During the last three decades, intensive campaigns and experiments have been conducted for acquiring micrometeorological data in the Amazonian ecosystems, which has increased our understanding of the variation, especially seasonally, of the total energy available for the atmospheric heating process by the surface, evapotranspiration and carbon exchanges. However, the measurements obtained by such experiments generally cover small areas and are not representative of the spatial variability of these processes. This chapter aims to discuss several algorithms developed to estimate surface energy and carbon fluxes combining satellite data and micrometeorological observations, highlighting the potentialities and limitations of such models for applications in the Amazon region. We show that the use of these models presents an important role in understanding the spatial and temporal patterns of biophysical surface parameters in a region where most of the information is local. Data generated may be used as inputs in earth system surface models allowing the evaluation of the impact, both in regional as well as global scales, caused by land-use and land-cover changes.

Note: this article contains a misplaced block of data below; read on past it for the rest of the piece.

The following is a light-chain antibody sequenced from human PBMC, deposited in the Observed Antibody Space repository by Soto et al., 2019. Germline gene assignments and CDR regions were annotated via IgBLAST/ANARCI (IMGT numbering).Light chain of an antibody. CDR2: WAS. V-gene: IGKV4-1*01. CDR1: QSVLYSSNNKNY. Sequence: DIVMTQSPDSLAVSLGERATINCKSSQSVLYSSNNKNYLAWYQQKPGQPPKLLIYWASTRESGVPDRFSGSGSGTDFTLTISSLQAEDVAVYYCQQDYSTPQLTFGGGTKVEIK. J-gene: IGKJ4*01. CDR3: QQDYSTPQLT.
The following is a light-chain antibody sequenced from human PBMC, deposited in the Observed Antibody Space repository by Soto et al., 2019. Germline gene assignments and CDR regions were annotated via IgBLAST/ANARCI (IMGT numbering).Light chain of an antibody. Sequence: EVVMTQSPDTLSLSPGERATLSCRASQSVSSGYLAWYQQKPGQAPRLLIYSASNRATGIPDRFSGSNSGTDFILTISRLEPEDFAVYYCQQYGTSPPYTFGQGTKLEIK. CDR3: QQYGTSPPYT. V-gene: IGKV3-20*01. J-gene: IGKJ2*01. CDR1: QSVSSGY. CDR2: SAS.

Part of the book: Tropical Forests